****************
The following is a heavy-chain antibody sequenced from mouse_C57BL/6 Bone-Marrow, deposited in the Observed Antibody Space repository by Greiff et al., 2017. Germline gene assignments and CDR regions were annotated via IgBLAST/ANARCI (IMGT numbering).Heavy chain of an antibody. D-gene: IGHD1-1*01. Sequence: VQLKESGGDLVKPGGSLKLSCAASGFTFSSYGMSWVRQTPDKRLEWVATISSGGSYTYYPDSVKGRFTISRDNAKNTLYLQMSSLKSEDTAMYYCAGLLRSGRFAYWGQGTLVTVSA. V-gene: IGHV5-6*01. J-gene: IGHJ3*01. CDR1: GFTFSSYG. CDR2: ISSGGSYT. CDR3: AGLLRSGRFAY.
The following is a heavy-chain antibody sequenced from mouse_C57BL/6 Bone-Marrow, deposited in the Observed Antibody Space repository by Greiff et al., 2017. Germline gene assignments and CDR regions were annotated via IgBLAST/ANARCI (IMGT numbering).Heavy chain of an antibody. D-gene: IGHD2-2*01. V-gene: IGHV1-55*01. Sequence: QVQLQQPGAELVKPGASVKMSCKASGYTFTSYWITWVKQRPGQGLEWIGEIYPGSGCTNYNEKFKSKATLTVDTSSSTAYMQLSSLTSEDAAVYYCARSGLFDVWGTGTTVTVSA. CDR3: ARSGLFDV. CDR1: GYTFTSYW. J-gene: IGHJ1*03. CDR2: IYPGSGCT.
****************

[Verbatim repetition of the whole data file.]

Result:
The following is a heavy-chain antibody sequenced from mouse_C57BL/6 Bone-Marrow, deposited in the Observed Antibody Space repository by Greiff et al., 2017. Germline gene assignments and CDR regions were annotated via IgBLAST/ANARCI (IMGT numbering).Heavy chain of an antibody. D-gene: IGHD1-1*01. Sequence: VQLKESGGDLVKPGGSLKLSCAASGFTFSSYGMSWVRQTPDKRLEWVATISSGGSYTYYPDSVKGRFTISRDNAKNTLYLQMSSLKSEDTAMYYCAGLLRSGRFAYWGQGTLVTVSA. V-gene: IGHV5-6*01. J-gene: IGHJ3*01. CDR1: GFTFSSYG. CDR2: ISSGGSYT. CDR3: AGLLRSGRFAY.
The following is a heavy-chain antibody sequenced from mouse_C57BL/6 Bone-Marrow, deposited in the Observed Antibody Space repository by Greiff et al., 2017. Germline gene assignments and CDR regions were annotated via IgBLAST/ANARCI (IMGT numbering).Heavy chain of an antibody. D-gene: IGHD2-2*01. V-gene: IGHV1-55*01. Sequence: QVQLQQPGAELVKPGASVKMSCKASGYTFTSYWITWVKQRPGQGLEWIGEIYPGSGCTNYNEKFKSKATLTVDTSSSTAYMQLSSLTSEDAAVYYCARSGLFDVWGTGTTVTVSA. CDR3: ARSGLFDV. CDR1: GYTFTSYW. J-gene: IGHJ1*03. CDR2: IYPGSGCT.